In my experience, big reveals should be reserved only for the circus tent or magic shows; in both of these cases we anticipate and delight in the unexpected. This is not so much the case when re-articulating an organisation’s identity and expression. Being in on the surprise is essential, it is afterall the result of a shared journey; stakeholders need to be investors and advocators of both the solution and its delivery.
It provides options.
As the saying goes “There are many ways to skin a cat”. I’m not totally sure what those different ways are (or indeed if I want to know) but what I do know is that this saying can be applied to websites. There are many successful ways to provide an attractive, exciting and engaging digital experience amplified by its aesthetic. However what’s important is that it is skinned in a way that resonates and reflects your brand. Art direction allows for different avenues to be explored ensuring that you get what looks and feels absolutely right.
As already mentioned, we encourage the creative phase to be very collaborative, and based on your feedback, we’ll iterate moodboards to the point where you’ll have a clear idea of the overall aesthetic of your new design. Only then will we look to apply our chosen direction to interface design.
Art direction is guided by themes which conceptually explore the core messages and drivers inherent within the project vision and brand. By grounding each design route within a conceptual theme, we ensure there is a single idea which binds the aesthetic together, every element of the design will have been considered with this narrative message and theme in mind.
What do you actually get out of art direction? I hear you say...
Art direction means you'll get a variety of concepts, ordinarily between 2-3. Each of these visual routes get mocked up into moodboards, which will consider the key values, personality and objectives of the project and explore the use of the following elements:
- Graphical themes and furniture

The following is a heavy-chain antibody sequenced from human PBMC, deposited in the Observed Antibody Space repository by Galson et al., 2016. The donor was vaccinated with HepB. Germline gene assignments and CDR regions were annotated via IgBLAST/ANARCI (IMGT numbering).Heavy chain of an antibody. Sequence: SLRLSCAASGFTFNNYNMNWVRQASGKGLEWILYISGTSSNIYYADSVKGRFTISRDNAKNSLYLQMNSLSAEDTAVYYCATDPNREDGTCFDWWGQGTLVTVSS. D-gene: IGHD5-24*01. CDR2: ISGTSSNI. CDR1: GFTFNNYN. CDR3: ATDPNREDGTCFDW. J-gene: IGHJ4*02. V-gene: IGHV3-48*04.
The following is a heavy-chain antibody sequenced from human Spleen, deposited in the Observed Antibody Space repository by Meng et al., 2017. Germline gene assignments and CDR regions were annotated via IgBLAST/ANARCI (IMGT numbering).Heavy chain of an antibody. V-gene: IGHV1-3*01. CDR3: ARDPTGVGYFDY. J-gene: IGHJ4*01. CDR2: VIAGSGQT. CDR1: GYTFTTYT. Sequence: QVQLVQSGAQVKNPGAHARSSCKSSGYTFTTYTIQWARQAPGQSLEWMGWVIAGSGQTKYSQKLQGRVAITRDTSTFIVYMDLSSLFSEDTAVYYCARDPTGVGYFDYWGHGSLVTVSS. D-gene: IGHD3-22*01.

- Image treatment and selection
- Typeface selection
- Typographic treatment
- Styling of headings, quotes, body copy, pull quotes and wysiwyg styling
- Layout design concepts
- Functional components: icons and buttons
- Colour palette selection and function
- Styling and thinking around interface components such as:
- Link blocks
- Hero zones
- Animation styles and interaction effects
- Inclusion of digital media
Art direction is an invaluable stage within the digital creative process. Without out it*, there’s little investment in developing a rich, considered and distinctive visual language which broadens and extends the brand experience. In a recent study, it was calculated that website visitors make judgements about an organisation’s credibility within the first 50 milliseconds of entering a site. In less headline grabbing studies, it was noted that...
“people quickly evaluate a site by visual design alone. When designing your site, pay attention to layout, typography, images, consistency issues, and more. Of course, not all sites gain credibility by looking like IBM.com. The visual design should match the site's purpose.”
Distinctiveness, clarity and authenticity all need to be communicated to increase the likelihood of a positively engaging experience. None of which can truly be explored without concerted time devoted to it.
So, is art direction really necessary? Yes.